Return of the Piper
Contributed by the grandmother of a trans-identified child…
When the Pied Piper came to town and led the children dancing away, the merchants, the parents, the burghers, the grandparents, the teachers, the aunts, the town councillors, the night watchmen, the uncles, the town criers, the social workers, the lamplighters, the therapists and doctors, they all acted as one.
They recognized the threat, not only to the young people, but to the whole society, and they joined forces to find the children and to banish the Pied Piper.
They understood that children, with their fertile imaginations, are easily influenced by fantastical chimeras, and understood that they, the responsible adults, boring though they were with their adherence to convention and tradition and their disregard for fantasy, had the very important function of keeping order and upholding the values to pass on through the generations.
It wasn’t surprising that, when the Piper flounced in with his silvery flute, flowing hair, sequined costume and slipper-shoes with curled-up toes, and bade the children to follow him, they did.
The children were a lot quicker and more energetic than their parents and the parents were engaged in grown-up things so it took quite a time for the adults to realize what had happened and, by then, the children were miles away.
When the adults twigged, they were horrified. They organized search parties, they scoured the land, they appealed to the neighboring villagers for help, they petitioned the king and asked the Government to act.
It wasn’t only the town that was aghast; the whole country was too. Even other countries were shaken to the core. If the Pied Piper could so easily seduce and kidnap a whole generation of young people, then he would be able to do the same wherever he went! It was potentially a massive problem needing a well-considered and urgent response.
The responsible adults knew about children: they knew that children live in their imaginations. They knew that it is not only their physical beings that need special care and love, but that their emotional and mental development must also be carefully watched and nurtured.
They knew that children live in a world where fairies and elves, unicorns and mermaids are potent and real. They knew that malevolent people who wished to harm or betray the children could do so very easily by appealing to their imaginations and getting them to reject their parents and ignore well-meaning advice.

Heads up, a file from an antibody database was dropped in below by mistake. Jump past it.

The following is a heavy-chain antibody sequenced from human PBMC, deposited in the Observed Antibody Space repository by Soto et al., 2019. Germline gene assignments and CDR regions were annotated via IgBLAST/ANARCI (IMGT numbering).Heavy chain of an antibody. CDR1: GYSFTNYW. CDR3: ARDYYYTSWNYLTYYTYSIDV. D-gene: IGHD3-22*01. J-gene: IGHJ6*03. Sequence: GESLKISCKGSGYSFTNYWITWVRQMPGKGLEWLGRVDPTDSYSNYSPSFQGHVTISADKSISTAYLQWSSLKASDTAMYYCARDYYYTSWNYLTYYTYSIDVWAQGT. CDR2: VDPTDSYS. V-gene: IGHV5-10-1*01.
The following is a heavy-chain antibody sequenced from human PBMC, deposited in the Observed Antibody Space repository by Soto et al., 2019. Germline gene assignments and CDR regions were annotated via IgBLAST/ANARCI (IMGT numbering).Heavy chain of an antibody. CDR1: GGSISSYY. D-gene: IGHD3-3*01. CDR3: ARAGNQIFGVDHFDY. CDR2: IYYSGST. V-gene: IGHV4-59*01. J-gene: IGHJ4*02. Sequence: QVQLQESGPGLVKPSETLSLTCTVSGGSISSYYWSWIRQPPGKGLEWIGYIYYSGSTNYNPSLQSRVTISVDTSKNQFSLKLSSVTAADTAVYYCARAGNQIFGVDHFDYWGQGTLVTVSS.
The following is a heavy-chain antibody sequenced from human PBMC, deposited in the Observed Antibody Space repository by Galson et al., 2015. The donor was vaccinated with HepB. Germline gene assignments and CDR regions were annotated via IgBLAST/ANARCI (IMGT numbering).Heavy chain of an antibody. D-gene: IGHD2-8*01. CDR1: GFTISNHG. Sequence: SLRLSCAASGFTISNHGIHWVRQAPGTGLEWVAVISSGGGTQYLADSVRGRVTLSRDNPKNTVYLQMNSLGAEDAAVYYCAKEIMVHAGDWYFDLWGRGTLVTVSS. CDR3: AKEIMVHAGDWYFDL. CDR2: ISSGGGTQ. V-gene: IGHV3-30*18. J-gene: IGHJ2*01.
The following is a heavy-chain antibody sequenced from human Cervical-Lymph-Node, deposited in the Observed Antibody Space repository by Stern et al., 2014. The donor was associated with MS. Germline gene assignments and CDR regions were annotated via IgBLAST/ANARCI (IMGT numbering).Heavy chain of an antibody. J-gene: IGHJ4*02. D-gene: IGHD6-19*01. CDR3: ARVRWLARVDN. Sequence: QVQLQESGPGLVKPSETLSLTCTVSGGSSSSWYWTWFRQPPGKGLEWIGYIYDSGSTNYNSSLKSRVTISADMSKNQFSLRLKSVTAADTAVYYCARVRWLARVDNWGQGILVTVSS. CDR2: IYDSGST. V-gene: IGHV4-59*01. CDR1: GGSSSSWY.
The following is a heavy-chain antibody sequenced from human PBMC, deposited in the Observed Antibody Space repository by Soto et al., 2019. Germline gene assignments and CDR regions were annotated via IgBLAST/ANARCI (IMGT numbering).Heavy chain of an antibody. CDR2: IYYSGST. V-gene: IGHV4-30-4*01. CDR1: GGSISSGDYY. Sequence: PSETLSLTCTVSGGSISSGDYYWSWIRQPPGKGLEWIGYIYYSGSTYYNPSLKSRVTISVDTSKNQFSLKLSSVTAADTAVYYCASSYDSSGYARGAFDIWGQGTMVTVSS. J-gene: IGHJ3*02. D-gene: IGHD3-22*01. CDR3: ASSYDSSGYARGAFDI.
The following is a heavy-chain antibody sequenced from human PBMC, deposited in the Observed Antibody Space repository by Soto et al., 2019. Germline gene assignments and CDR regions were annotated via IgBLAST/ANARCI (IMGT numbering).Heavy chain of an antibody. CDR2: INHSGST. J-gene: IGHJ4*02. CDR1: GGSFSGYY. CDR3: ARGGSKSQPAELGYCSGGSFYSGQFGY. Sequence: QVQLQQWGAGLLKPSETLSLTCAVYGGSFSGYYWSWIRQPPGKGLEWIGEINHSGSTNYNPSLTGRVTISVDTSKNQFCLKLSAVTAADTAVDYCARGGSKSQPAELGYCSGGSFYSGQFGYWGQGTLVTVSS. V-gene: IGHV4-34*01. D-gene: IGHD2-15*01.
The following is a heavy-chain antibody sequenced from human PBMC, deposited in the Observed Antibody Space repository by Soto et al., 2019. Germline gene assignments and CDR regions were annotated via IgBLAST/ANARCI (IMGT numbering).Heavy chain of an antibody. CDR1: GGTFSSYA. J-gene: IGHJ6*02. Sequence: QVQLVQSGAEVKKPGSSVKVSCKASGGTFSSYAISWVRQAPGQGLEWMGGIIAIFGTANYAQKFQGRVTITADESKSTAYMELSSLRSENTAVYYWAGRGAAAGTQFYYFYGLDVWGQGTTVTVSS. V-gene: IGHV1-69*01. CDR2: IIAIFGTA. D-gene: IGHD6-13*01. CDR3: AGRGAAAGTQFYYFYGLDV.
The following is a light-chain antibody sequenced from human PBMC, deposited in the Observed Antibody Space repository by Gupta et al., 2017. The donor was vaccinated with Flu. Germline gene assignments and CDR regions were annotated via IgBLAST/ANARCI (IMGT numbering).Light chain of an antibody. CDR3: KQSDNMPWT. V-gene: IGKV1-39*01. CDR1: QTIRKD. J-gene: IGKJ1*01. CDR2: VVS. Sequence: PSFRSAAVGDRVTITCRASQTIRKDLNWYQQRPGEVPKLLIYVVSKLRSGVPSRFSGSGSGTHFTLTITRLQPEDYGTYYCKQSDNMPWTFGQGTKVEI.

And they knew that it wasn’t only young children who needed to be protected; pubescent children were even more susceptible to seduction and needed even more guidance and care; vulnerable young people were prey; they needed role models and guardianship, they need the elders to watch out for them and to be alert for danger.
The Pied Piper is still with us, attempting to replace the natural imaginings and fantasies of childhood with lies. The lie that you can be born into ‘the wrong body’, that you can change your sex, that all your problems will be over if you just chop off your breasts or your penis and stuff yourself on pills to arrest your natural development into adulthood.
Innocent inexperienced children who know nothing of the realities of sex go along with such a simplistic fantasy. The good burghers of the town, middle-aged and overweight, cannot outstrip the Piper and the Piper turns the tables: it is no longer the familiar, the traditional and conventional that run things.
A child with a headful of fantastical notions need only state that she or he is ‘trans’ and she or he will be ‘affirmed’. Affirmed by teachers, social workers, even therapists and counsellors.
Affirmed too—surprise, surprise—by the pharmaceutical industry, who know a good lifetime pathology with its infinite revenue when they see one. And affirmed by doctors and clinics with monetary interests.
Encouraged to denounce and reject their parents and follow the Piper, the children go dancing to his tune into the mountain of sterility, deformity, stagnation and death.
It is patently obvious that the ‘trans’ movement is a cult. And, like any cult, it wants to keep its adherents on board. It seeks to grow, to spread its ideology, to gather others to it. When it can’t do that through sequins, carnivals and candyfloss, it resorts to threatening, bullying and attacking those who don’t go along with it.
The town councillors can no longer be relied on to hold a steady and sane path; the therapists, doctors and surgeons can no longer be trusted to base their diagnoses and treatments in what is natural; the teachers, keen to be loved by the children, go along with the movement to denounce and banish the parents while ‘affirming’ the children in any wild fantasy they have embraced.
Even the language can no longer be relied on and we must be careful for fear of falling foul of the Piper and his self-constructed rules. ‘He’ and ‘she’ are banned and replaced with the ungrammatical ugliness of ‘they’. Women are no longer ‘women’ but ‘cis women’ and men are now ‘women’.
The Pied Piper got away with it. Disruptive, anarchic, seductive, he led a whole generation of children into the belly of a mountain. The good burghers of the town did not succeed in getting the children back. But they did at least try.
What is worrying about the good burghers of today is that they are so desperate not to grow up themselves and take on the responsibilities of adults that, rather than rap the Piper’s knuckles, they actually facilitate him. Botoxed and body-trained, cool, trendy and Woke, the adults join the dance, skipping along with their children to their doom.